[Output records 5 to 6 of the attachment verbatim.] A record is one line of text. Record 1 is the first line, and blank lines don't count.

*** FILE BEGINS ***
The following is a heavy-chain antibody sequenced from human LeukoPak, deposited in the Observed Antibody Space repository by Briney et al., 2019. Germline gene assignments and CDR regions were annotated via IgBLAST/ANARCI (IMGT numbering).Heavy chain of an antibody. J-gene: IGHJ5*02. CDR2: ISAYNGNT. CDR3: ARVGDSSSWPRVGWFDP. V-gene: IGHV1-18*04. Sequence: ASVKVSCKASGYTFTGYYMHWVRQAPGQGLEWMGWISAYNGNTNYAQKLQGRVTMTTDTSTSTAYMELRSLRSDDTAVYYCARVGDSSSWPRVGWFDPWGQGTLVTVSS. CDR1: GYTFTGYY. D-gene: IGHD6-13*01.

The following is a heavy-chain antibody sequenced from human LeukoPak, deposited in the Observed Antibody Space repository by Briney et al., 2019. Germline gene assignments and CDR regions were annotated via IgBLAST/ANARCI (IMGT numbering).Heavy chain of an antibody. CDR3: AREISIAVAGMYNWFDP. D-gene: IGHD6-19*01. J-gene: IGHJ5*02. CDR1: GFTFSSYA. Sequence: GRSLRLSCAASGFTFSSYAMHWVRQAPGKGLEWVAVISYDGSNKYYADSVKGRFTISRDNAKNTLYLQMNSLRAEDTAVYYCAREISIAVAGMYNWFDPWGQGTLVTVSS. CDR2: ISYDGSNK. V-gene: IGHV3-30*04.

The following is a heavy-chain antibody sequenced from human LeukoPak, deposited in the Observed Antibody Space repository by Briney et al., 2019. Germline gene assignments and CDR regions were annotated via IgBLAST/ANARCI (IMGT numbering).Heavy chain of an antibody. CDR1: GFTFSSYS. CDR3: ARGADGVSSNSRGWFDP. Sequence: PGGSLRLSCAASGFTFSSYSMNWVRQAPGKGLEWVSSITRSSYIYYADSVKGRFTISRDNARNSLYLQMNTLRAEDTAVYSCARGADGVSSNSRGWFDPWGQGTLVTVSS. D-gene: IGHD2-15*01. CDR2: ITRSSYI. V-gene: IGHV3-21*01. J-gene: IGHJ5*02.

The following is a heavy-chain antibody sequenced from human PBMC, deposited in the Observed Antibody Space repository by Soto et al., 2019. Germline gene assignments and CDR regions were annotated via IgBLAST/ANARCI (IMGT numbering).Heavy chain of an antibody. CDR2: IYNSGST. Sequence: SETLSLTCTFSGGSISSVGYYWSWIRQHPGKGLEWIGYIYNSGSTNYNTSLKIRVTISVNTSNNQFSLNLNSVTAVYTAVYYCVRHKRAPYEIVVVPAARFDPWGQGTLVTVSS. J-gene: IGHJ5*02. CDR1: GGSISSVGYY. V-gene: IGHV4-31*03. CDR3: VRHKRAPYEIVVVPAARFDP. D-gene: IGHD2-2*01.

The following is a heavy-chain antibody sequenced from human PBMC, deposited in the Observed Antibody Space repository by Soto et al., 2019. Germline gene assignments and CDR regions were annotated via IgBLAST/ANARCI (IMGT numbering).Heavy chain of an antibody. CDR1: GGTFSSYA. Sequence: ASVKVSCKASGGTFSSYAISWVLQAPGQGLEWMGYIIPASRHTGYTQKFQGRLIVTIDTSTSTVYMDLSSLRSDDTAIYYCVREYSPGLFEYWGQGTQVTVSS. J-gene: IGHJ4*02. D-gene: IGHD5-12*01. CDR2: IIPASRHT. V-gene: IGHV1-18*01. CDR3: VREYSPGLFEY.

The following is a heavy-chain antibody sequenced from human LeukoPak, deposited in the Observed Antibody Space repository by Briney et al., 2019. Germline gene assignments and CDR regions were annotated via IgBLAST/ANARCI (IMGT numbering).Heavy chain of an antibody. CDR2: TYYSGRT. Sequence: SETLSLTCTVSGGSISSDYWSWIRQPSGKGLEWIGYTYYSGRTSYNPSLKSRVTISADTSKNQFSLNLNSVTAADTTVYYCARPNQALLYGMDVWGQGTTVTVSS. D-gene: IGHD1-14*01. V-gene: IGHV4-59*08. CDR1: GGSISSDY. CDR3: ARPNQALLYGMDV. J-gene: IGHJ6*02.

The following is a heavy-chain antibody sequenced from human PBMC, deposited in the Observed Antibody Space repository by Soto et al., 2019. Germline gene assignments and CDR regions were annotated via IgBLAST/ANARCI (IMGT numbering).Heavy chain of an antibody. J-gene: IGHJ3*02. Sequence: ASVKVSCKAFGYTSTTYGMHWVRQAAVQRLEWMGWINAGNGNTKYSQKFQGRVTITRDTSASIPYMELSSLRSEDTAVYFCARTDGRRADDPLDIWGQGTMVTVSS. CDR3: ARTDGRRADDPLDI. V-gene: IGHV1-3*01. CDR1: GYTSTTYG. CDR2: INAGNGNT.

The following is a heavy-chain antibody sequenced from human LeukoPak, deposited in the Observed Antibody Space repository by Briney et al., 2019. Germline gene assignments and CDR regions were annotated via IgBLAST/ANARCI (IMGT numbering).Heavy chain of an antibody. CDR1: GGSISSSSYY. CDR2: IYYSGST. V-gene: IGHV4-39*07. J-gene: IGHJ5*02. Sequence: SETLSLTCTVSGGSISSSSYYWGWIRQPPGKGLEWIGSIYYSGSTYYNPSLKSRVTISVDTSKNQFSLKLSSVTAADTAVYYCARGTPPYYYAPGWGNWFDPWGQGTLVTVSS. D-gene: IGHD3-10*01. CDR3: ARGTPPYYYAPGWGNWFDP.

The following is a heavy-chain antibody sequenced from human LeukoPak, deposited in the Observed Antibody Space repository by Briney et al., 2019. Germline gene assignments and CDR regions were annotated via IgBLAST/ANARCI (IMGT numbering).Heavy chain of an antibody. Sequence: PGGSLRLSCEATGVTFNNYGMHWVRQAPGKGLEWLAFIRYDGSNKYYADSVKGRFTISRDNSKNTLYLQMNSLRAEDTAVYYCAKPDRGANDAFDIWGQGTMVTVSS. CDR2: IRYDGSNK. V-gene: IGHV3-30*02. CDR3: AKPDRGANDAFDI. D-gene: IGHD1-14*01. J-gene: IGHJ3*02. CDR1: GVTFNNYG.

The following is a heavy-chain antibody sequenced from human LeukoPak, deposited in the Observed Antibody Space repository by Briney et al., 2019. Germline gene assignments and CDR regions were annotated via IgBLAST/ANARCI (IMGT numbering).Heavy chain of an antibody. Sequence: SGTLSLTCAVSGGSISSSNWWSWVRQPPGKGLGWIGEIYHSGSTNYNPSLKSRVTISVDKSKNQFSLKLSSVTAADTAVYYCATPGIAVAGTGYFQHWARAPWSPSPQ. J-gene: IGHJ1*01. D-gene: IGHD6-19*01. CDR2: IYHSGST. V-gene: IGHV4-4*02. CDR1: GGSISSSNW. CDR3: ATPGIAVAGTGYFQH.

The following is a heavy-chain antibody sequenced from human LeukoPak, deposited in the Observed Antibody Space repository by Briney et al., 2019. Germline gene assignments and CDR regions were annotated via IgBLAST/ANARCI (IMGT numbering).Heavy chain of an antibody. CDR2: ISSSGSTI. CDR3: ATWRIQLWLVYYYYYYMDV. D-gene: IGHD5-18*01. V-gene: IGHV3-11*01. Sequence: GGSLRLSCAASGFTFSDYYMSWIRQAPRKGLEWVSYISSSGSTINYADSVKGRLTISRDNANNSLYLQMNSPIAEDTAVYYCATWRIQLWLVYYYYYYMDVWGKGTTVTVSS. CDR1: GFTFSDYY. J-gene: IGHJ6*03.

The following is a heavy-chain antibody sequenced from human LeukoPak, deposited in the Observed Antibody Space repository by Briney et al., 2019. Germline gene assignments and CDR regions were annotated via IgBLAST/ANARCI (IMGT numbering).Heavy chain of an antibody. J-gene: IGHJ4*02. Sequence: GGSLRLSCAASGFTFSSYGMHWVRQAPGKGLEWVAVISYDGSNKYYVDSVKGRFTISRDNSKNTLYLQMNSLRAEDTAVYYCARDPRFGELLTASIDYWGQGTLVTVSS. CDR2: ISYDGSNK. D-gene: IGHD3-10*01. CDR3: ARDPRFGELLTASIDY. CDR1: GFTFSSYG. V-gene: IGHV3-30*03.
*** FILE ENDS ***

The following is a heavy-chain antibody sequenced from human PBMC, deposited in the Observed Antibody Space repository by Soto et al., 2019. Germline gene assignments and CDR regions were annotated via IgBLAST/ANARCI (IMGT numbering).Heavy chain of an antibody. CDR1: GGTFSSYA. Sequence: ASVKVSCKASGGTFSSYAISWVLQAPGQGLEWMGYIIPASRHTGYTQKFQGRLIVTIDTSTSTVYMDLSSLRSDDTAIYYCVREYSPGLFEYWGQGTQVTVSS. J-gene: IGHJ4*02. D-gene: IGHD5-12*01. CDR2: IIPASRHT. V-gene: IGHV1-18*01. CDR3: VREYSPGLFEY.

The following is a heavy-chain antibody sequenced from human LeukoPak, deposited in the Observed Antibody Space repository by Briney et al., 2019. Germline gene assignments and CDR regions were annotated via IgBLAST/ANARCI (IMGT numbering).Heavy chain of an antibody. CDR2: TYYSGRT. Sequence: SETLSLTCTVSGGSISSDYWSWIRQPSGKGLEWIGYTYYSGRTSYNPSLKSRVTISADTSKNQFSLNLNSVTAADTTVYYCARPNQALLYGMDVWGQGTTVTVSS. D-gene: IGHD1-14*01. V-gene: IGHV4-59*08. CDR1: GGSISSDY. CDR3: ARPNQALLYGMDV. J-gene: IGHJ6*02.